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Gov. Jerry Brown's budget plan a 'good starting point,' nonpartisan analyst says

The spending plan is called 'more straightforward,' with several 'bold ideas' for tackling California's chronic deficits. It calls for an extension of tax hikes and steep reductions in public services.

January 13, 2011|By Shane Goldmacher, Los Angeles Times

Reporting from Sacramento — Gov. Jerry Brown's controversial spending blueprint got a welcome boost Wednesday when California's chief budget analyst called it a "good starting point" for tackling the state's chronic deficits.

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The review is far more flattering than the nonpartisan legislative analyst's office offered for many of former Gov. Arnold Schwarzenegger's spending plans. In particular, the budget expert approves of Brown's general avoidance of accounting patches that in the past have substituted for politically unpopular solutions.

"I think it is a more straightforward budget," said Legislative Analyst Mac Taylor, who provides financial advice to lawmakers of both parties.

To address a $25.4-billion shortfall, Brown wants to ask voters to extend billions of dollars in recent tax hikes on their incomes, purchases and vehicles that will otherwise expire this year. He also would cut 20% of state support for public universities, slash California's welfare budget in half and dismantle many programs that help the needy. Few services would be spared from reductions.

However painful, the approach "shows great promise to make substantial improvements in the state's budgetary health — both in the short run and over the long term," Taylor's 40-page report states.

Taylor also embraced one of Brown's most controversial plans: the elimination of the state's redevelopment program for sprucing up blighted neighborhoods, calling it one of several "bold ideas."

"We think this makes sense," Taylor's report states, citing the program's growing costs and "no reliable evidence" that it betters the state's overall economy.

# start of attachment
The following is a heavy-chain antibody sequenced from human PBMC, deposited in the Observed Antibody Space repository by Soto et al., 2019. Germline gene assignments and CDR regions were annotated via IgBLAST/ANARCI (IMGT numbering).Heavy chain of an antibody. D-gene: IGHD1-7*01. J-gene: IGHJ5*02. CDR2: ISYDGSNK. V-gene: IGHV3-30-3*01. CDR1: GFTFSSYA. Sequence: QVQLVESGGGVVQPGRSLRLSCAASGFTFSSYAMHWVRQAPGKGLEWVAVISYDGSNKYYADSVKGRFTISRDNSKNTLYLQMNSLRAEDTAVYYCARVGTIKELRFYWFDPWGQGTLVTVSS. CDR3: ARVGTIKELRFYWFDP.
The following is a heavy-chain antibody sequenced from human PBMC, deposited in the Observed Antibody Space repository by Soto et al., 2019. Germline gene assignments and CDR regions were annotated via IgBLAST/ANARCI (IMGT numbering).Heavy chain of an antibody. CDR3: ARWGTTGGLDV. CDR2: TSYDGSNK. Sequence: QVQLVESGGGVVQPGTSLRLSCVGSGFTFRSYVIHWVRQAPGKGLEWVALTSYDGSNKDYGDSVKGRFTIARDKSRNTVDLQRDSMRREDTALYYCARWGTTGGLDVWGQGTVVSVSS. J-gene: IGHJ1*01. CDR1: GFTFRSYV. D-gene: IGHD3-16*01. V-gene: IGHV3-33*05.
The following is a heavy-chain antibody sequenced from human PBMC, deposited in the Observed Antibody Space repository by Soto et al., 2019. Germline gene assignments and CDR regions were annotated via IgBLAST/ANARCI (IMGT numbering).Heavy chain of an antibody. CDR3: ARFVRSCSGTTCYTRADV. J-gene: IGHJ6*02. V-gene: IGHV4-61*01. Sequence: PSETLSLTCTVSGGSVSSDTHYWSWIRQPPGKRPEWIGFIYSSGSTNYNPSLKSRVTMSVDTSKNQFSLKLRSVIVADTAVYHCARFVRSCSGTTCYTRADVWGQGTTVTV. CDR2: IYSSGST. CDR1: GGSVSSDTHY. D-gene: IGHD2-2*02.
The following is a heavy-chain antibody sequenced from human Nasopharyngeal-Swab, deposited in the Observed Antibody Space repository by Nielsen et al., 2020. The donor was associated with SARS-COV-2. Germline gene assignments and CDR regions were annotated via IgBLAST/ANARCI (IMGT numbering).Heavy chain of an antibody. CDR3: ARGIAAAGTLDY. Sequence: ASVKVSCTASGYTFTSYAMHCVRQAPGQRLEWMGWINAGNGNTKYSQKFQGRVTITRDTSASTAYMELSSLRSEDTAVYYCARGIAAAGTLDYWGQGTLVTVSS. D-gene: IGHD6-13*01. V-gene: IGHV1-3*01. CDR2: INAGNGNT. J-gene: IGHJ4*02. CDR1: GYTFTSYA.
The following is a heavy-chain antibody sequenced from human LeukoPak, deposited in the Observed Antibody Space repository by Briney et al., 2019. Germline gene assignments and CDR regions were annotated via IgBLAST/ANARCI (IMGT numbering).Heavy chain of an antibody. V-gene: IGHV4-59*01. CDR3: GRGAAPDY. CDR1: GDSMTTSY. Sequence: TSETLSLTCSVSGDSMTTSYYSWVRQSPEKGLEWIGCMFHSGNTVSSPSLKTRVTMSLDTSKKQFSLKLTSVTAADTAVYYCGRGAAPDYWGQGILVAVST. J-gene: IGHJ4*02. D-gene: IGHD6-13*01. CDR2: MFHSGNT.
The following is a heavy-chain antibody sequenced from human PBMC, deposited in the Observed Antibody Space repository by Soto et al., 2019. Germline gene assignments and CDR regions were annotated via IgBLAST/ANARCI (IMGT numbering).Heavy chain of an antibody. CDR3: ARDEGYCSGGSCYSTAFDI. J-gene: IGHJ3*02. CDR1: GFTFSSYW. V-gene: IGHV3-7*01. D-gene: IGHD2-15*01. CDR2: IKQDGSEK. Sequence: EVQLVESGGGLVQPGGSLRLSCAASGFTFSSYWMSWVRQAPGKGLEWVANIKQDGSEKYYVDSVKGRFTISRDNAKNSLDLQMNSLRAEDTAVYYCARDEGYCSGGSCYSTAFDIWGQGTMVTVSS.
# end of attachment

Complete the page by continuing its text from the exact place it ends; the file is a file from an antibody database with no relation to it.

The report was not all good news, though: Some of the governor's budget-balancing relies on overly optimistic assumptions that might not pan out, Taylor said. For instance, Brown counts on $1.7 billion in savings from dismantling redevelopment agencies; Taylor questioned whether that figure was realistic.

Some proposed cuts are too vague, he said, and past cuts from similar areas are tied up in the courts.

The biggest risk is Brown's decision to ask voters to live for five more years with the tax increases that lawmakers passed in 2009, according to the analyst. Should the governor fail to get the Legislature to place the question on the ballot in a June election or to receive voters' blessing, the state would be faced with a gargantuan shortfall before the fiscal year begins in July.

"There's clearly a lot riding on the election," Taylor said.

Taylor also worried about the effect of prolonging the taxes on California's fragile economic recovery. Those levies are already "some of the highest in the country," he said.

Brown wants to use the tax extension to fund many services that could be handled by local governments instead of Sacramento. Taylor endorsed that as good policy, but suggested the state would be staring over a fiscal cliff — again — in the sixth year.

"What happens at the end of five years?" he asked.

Still, the report was largely positive. Sen. Alex Padilla (D-Pacoima) said Taylor's "upbeat" tone didn't surprise him.

"The governor was being honest when he said it was more of an honest budget," Padilla said.

Brown wants the Legislature to approve his plan — including the restructuring of responsibilities between state and local governments — by March.

The accelerated timeline would be a steep undertaking. Asked about executing so complex an overhaul so quickly, Taylor, speaking to reporters at a news conference, visibly exhaled. Twice.

"It's going to be difficult," he said. "Let's put it that way."

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